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The Twitterverse loves congratulating itself over the speed and reach of its favorite toy, but it leaves out one important fact: There’s a lot more bad journalism now than there was before the social media revolution.
While social media has the power to spread snippets of potentially useful information far and wide, many of the updates link to some truly awful reportage. That is, if people click on the link at all. Analyst Dan Zarrella found that tweeted links have a less-than-10% click-through rate, meaning fewer than one in ten people bothers to absorb more than a headline. The number of people who bother to read more than a sentence or two on Facebook is similar.
With numbers like this, it’s hard not to begin to see poorly executed social media as gossip, refined.
Because much of the time we only see information 140 characters at a time, we don’t realize how wobbly are the underpinnings of the headlines. Even on the relatively rare instances when we click through on a link we read, we’ve become so habituated to scanty details that we some of us have never grown up with the ability to discern a professionally researched, ethically sourced story and something slapped together to harvest a click.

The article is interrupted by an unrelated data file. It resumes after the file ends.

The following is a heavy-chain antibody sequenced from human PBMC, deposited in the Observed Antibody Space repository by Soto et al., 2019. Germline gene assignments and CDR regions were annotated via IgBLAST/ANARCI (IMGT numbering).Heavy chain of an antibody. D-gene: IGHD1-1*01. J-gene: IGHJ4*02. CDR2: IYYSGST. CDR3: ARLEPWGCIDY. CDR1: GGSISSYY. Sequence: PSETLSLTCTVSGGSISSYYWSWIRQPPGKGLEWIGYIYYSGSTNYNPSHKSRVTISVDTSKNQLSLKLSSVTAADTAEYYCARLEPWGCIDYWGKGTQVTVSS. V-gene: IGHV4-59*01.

The bulk of our news is now bulk news. These are the post mills.
Corporations have laid off their full-time reporters by the thousands. They devote no resources to deep investigation, or if they do, it’s only to a few figurehead hires. Rarely did someone who works at the site you’re reading actually pick up a phone to validate the story it is recycling. Instead, you will notice, it passes the buck and links to where it found it. And thus, Web rumors circulate daily. A significant chunk of the New Media machine disseminates squibs and filler in a mandate to crank out topical information, harvest clicks while the getting is good, and move on.
These sites require writers to pump out five or more posts a day — not enough time to properly research, and not enough time to even leave their desks to sift through government files, attend press conferences, or cultivate contacts.
I won’t name names. I don’t need to. Here are 10 warning signs that your site may be a post mill that trades in glorified gossip.
A post mill: